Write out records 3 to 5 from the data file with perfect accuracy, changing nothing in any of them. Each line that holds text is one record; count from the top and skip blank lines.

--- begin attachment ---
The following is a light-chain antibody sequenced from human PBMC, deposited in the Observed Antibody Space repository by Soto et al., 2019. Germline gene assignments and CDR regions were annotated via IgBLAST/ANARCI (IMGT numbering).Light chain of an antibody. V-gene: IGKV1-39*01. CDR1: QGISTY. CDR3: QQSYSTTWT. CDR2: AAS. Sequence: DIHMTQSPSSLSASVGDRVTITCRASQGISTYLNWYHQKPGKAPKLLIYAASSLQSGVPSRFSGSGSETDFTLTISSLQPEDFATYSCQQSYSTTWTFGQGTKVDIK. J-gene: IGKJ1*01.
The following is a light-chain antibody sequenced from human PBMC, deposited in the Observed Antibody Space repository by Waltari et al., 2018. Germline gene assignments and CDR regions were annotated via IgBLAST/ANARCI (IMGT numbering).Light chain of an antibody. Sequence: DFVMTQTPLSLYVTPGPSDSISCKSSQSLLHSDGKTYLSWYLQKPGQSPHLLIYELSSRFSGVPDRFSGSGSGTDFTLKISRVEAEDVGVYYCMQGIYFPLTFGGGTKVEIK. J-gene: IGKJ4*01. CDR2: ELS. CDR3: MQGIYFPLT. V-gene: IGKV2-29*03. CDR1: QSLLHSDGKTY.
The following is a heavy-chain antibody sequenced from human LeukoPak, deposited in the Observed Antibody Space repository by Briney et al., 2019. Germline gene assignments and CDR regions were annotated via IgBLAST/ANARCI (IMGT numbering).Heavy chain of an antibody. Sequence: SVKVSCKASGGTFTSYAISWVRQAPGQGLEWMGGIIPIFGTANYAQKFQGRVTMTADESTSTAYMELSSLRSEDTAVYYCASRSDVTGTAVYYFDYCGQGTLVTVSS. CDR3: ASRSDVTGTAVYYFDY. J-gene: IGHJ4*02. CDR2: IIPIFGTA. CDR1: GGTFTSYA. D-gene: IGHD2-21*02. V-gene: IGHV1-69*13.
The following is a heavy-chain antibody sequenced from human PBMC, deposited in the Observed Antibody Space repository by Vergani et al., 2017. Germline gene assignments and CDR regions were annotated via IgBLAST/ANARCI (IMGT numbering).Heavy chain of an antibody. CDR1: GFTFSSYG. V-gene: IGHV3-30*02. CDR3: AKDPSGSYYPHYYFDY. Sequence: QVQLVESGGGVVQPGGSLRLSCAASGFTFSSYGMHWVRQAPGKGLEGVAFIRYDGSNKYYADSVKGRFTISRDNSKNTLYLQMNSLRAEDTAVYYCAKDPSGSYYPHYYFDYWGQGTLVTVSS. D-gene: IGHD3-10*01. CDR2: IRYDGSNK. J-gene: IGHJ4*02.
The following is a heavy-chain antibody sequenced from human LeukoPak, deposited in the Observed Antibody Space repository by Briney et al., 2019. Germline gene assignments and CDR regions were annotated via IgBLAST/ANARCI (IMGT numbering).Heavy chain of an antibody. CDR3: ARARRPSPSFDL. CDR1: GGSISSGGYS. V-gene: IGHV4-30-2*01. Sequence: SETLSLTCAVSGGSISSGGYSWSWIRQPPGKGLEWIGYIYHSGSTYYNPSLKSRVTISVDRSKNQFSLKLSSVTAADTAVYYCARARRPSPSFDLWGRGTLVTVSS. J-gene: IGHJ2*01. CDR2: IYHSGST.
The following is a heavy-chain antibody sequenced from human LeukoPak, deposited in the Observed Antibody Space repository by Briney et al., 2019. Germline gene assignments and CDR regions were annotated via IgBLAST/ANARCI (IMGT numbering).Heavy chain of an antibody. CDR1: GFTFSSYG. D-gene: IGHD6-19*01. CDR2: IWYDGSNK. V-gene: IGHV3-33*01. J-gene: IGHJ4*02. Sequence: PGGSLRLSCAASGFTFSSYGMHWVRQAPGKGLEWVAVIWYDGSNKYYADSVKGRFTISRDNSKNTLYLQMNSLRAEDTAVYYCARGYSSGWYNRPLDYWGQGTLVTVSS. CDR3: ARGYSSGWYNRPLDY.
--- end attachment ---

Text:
The following is a heavy-chain antibody sequenced from human LeukoPak, deposited in the Observed Antibody Space repository by Briney et al., 2019. Germline gene assignments and CDR regions were annotated via IgBLAST/ANARCI (IMGT numbering).Heavy chain of an antibody. Sequence: SVKVSCKASGGTFTSYAISWVRQAPGQGLEWMGGIIPIFGTANYAQKFQGRVTMTADESTSTAYMELSSLRSEDTAVYYCASRSDVTGTAVYYFDYCGQGTLVTVSS. CDR3: ASRSDVTGTAVYYFDY. J-gene: IGHJ4*02. CDR2: IIPIFGTA. CDR1: GGTFTSYA. D-gene: IGHD2-21*02. V-gene: IGHV1-69*13.
The following is a heavy-chain antibody sequenced from human PBMC, deposited in the Observed Antibody Space repository by Vergani et al., 2017. Germline gene assignments and CDR regions were annotated via IgBLAST/ANARCI (IMGT numbering).Heavy chain of an antibody. CDR1: GFTFSSYG. V-gene: IGHV3-30*02. CDR3: AKDPSGSYYPHYYFDY. Sequence: QVQLVESGGGVVQPGGSLRLSCAASGFTFSSYGMHWVRQAPGKGLEGVAFIRYDGSNKYYADSVKGRFTISRDNSKNTLYLQMNSLRAEDTAVYYCAKDPSGSYYPHYYFDYWGQGTLVTVSS. D-gene: IGHD3-10*01. CDR2: IRYDGSNK. J-gene: IGHJ4*02.
The following is a heavy-chain antibody sequenced from human LeukoPak, deposited in the Observed Antibody Space repository by Briney et al., 2019. Germline gene assignments and CDR regions were annotated via IgBLAST/ANARCI (IMGT numbering).Heavy chain of an antibody. CDR3: ARARRPSPSFDL. CDR1: GGSISSGGYS. V-gene: IGHV4-30-2*01. Sequence: SETLSLTCAVSGGSISSGGYSWSWIRQPPGKGLEWIGYIYHSGSTYYNPSLKSRVTISVDRSKNQFSLKLSSVTAADTAVYYCARARRPSPSFDLWGRGTLVTVSS. J-gene: IGHJ2*01. CDR2: IYHSGST.